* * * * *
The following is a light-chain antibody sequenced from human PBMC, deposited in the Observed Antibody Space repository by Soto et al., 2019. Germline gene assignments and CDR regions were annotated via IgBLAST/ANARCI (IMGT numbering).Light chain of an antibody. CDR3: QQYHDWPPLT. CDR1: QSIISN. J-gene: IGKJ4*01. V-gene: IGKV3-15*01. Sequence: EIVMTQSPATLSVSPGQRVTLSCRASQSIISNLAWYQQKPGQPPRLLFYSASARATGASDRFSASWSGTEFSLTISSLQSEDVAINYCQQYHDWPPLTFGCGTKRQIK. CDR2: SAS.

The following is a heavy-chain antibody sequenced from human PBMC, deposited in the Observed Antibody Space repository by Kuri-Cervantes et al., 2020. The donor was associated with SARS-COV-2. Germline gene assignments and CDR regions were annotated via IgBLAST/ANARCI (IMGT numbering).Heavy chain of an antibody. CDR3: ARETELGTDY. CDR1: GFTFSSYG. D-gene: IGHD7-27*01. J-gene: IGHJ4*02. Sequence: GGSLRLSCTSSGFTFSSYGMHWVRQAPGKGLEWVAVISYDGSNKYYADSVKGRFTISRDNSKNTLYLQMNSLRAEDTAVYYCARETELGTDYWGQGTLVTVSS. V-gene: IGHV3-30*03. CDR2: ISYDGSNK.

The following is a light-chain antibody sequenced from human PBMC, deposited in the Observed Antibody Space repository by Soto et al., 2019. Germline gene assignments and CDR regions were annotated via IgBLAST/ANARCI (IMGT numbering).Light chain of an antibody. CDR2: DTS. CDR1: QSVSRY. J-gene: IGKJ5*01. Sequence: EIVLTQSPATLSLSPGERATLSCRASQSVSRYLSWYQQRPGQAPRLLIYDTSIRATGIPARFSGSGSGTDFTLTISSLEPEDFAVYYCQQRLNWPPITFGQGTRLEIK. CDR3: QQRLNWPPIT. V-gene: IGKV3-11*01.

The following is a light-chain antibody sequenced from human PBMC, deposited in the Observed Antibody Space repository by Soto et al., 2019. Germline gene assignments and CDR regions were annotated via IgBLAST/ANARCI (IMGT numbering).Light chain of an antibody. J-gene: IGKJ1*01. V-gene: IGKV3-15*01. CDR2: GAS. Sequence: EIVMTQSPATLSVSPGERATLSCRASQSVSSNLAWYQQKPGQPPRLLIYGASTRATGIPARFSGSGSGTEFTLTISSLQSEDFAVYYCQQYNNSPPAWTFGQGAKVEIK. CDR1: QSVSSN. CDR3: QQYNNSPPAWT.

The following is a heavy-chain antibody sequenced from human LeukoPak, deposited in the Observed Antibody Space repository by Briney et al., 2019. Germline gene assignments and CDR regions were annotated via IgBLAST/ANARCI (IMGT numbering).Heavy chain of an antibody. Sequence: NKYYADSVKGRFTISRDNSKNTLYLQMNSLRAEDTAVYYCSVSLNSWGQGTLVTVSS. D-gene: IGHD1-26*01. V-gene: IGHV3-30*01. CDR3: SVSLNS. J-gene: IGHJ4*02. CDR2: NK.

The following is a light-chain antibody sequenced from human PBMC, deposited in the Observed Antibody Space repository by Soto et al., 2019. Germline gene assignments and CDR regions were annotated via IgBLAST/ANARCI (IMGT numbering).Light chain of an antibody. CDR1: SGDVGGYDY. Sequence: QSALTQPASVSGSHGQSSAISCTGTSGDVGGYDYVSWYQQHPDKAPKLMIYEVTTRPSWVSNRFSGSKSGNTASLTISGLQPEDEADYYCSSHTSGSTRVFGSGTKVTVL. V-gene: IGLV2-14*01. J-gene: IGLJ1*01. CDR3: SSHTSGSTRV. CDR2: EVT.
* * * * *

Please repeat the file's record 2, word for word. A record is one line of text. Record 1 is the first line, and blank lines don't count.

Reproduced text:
The following is a heavy-chain antibody sequenced from human PBMC, deposited in the Observed Antibody Space repository by Kuri-Cervantes et al., 2020. The donor was associated with SARS-COV-2. Germline gene assignments and CDR regions were annotated via IgBLAST/ANARCI (IMGT numbering).Heavy chain of an antibody. CDR3: ARETELGTDY. CDR1: GFTFSSYG. D-gene: IGHD7-27*01. J-gene: IGHJ4*02. Sequence: GGSLRLSCTSSGFTFSSYGMHWVRQAPGKGLEWVAVISYDGSNKYYADSVKGRFTISRDNSKNTLYLQMNSLRAEDTAVYYCARETELGTDYWGQGTLVTVSS. V-gene: IGHV3-30*03. CDR2: ISYDGSNK.